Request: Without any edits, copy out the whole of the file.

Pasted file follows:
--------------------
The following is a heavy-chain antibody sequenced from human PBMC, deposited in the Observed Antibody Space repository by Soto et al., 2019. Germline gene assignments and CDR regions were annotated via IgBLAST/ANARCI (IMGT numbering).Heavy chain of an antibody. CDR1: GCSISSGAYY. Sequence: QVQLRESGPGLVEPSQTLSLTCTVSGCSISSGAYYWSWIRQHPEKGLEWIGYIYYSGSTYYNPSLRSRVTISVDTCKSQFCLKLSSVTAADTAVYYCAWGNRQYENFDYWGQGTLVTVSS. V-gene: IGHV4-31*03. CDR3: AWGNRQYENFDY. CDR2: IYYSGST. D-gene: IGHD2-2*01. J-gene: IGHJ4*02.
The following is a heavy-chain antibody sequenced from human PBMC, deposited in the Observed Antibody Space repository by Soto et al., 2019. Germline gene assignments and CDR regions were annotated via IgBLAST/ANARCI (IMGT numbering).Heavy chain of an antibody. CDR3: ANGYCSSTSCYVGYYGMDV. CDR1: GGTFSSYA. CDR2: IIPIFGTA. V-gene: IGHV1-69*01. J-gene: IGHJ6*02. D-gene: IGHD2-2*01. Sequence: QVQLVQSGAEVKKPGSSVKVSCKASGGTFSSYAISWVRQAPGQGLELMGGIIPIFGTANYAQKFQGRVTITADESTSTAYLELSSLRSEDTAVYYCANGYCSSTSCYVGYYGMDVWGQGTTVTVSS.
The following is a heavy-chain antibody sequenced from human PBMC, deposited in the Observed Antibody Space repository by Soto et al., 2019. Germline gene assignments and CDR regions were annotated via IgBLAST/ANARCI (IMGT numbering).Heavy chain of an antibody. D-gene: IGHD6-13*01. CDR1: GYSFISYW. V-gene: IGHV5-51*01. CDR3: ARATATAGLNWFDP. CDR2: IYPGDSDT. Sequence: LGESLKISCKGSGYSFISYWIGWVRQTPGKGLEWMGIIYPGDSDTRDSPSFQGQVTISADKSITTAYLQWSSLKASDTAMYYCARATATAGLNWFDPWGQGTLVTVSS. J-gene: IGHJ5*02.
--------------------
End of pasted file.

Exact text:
The following is a heavy-chain antibody sequenced from human PBMC, deposited in the Observed Antibody Space repository by Soto et al., 2019. Germline gene assignments and CDR regions were annotated via IgBLAST/ANARCI (IMGT numbering).Heavy chain of an antibody. CDR1: GCSISSGAYY. Sequence: QVQLRESGPGLVEPSQTLSLTCTVSGCSISSGAYYWSWIRQHPEKGLEWIGYIYYSGSTYYNPSLRSRVTISVDTCKSQFCLKLSSVTAADTAVYYCAWGNRQYENFDYWGQGTLVTVSS. V-gene: IGHV4-31*03. CDR3: AWGNRQYENFDY. CDR2: IYYSGST. D-gene: IGHD2-2*01. J-gene: IGHJ4*02.
The following is a heavy-chain antibody sequenced from human PBMC, deposited in the Observed Antibody Space repository by Soto et al., 2019. Germline gene assignments and CDR regions were annotated via IgBLAST/ANARCI (IMGT numbering).Heavy chain of an antibody. CDR3: ANGYCSSTSCYVGYYGMDV. CDR1: GGTFSSYA. CDR2: IIPIFGTA. V-gene: IGHV1-69*01. J-gene: IGHJ6*02. D-gene: IGHD2-2*01. Sequence: QVQLVQSGAEVKKPGSSVKVSCKASGGTFSSYAISWVRQAPGQGLELMGGIIPIFGTANYAQKFQGRVTITADESTSTAYLELSSLRSEDTAVYYCANGYCSSTSCYVGYYGMDVWGQGTTVTVSS.
The following is a heavy-chain antibody sequenced from human PBMC, deposited in the Observed Antibody Space repository by Soto et al., 2019. Germline gene assignments and CDR regions were annotated via IgBLAST/ANARCI (IMGT numbering).Heavy chain of an antibody. D-gene: IGHD6-13*01. CDR1: GYSFISYW. V-gene: IGHV5-51*01. CDR3: ARATATAGLNWFDP. CDR2: IYPGDSDT. Sequence: LGESLKISCKGSGYSFISYWIGWVRQTPGKGLEWMGIIYPGDSDTRDSPSFQGQVTISADKSITTAYLQWSSLKASDTAMYYCARATATAGLNWFDPWGQGTLVTVSS. J-gene: IGHJ5*02.